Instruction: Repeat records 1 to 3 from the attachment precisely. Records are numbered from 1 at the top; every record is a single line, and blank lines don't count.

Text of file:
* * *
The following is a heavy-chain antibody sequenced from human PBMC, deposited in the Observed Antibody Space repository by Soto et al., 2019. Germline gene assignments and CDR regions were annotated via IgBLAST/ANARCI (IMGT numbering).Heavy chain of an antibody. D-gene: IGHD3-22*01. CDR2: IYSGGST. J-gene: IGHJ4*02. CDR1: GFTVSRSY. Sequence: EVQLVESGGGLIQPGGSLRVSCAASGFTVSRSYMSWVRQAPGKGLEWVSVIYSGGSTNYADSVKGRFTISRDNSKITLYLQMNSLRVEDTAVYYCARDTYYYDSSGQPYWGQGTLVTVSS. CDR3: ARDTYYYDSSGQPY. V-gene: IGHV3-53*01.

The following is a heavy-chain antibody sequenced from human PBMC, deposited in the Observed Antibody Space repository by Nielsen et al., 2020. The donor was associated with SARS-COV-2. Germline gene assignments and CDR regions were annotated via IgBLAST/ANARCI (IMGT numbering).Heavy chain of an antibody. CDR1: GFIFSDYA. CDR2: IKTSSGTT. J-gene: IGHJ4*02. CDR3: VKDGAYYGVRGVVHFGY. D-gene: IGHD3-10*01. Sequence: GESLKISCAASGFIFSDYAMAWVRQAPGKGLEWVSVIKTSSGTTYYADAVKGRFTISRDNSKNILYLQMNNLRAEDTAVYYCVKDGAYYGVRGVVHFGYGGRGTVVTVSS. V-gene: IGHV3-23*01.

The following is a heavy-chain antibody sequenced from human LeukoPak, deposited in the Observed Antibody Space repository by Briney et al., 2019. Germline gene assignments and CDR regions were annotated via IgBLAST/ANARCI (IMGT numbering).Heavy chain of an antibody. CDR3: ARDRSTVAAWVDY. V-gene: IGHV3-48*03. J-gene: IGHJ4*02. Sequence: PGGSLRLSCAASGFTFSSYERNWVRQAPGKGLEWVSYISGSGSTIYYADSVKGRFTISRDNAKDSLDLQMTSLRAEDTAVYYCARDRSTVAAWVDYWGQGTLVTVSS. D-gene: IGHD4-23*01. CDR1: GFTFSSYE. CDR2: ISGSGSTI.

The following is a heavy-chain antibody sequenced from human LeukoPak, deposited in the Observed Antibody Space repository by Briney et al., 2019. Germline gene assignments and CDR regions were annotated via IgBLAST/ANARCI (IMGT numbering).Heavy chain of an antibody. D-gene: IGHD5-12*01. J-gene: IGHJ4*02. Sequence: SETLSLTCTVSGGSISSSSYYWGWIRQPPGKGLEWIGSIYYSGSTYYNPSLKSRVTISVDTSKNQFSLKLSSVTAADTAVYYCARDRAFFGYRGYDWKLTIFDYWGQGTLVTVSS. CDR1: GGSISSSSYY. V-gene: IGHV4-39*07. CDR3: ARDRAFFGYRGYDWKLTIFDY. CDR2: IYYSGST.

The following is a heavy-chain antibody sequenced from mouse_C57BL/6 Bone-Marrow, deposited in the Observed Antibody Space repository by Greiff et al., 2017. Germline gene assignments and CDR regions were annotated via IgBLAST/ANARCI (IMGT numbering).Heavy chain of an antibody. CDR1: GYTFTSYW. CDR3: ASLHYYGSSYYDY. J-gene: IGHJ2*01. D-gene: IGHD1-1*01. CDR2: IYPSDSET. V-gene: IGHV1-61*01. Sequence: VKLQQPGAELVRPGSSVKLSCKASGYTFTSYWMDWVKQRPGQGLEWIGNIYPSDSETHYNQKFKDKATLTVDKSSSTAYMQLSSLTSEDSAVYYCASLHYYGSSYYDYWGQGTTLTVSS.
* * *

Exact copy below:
The following is a heavy-chain antibody sequenced from human PBMC, deposited in the Observed Antibody Space repository by Soto et al., 2019. Germline gene assignments and CDR regions were annotated via IgBLAST/ANARCI (IMGT numbering).Heavy chain of an antibody. D-gene: IGHD3-22*01. CDR2: IYSGGST. J-gene: IGHJ4*02. CDR1: GFTVSRSY. Sequence: EVQLVESGGGLIQPGGSLRVSCAASGFTVSRSYMSWVRQAPGKGLEWVSVIYSGGSTNYADSVKGRFTISRDNSKITLYLQMNSLRVEDTAVYYCARDTYYYDSSGQPYWGQGTLVTVSS. CDR3: ARDTYYYDSSGQPY. V-gene: IGHV3-53*01.

The following is a heavy-chain antibody sequenced from human PBMC, deposited in the Observed Antibody Space repository by Nielsen et al., 2020. The donor was associated with SARS-COV-2. Germline gene assignments and CDR regions were annotated via IgBLAST/ANARCI (IMGT numbering).Heavy chain of an antibody. CDR1: GFIFSDYA. CDR2: IKTSSGTT. J-gene: IGHJ4*02. CDR3: VKDGAYYGVRGVVHFGY. D-gene: IGHD3-10*01. Sequence: GESLKISCAASGFIFSDYAMAWVRQAPGKGLEWVSVIKTSSGTTYYADAVKGRFTISRDNSKNILYLQMNNLRAEDTAVYYCVKDGAYYGVRGVVHFGYGGRGTVVTVSS. V-gene: IGHV3-23*01.

The following is a heavy-chain antibody sequenced from human LeukoPak, deposited in the Observed Antibody Space repository by Briney et al., 2019. Germline gene assignments and CDR regions were annotated via IgBLAST/ANARCI (IMGT numbering).Heavy chain of an antibody. CDR3: ARDRSTVAAWVDY. V-gene: IGHV3-48*03. J-gene: IGHJ4*02. Sequence: PGGSLRLSCAASGFTFSSYERNWVRQAPGKGLEWVSYISGSGSTIYYADSVKGRFTISRDNAKDSLDLQMTSLRAEDTAVYYCARDRSTVAAWVDYWGQGTLVTVSS. D-gene: IGHD4-23*01. CDR1: GFTFSSYE. CDR2: ISGSGSTI.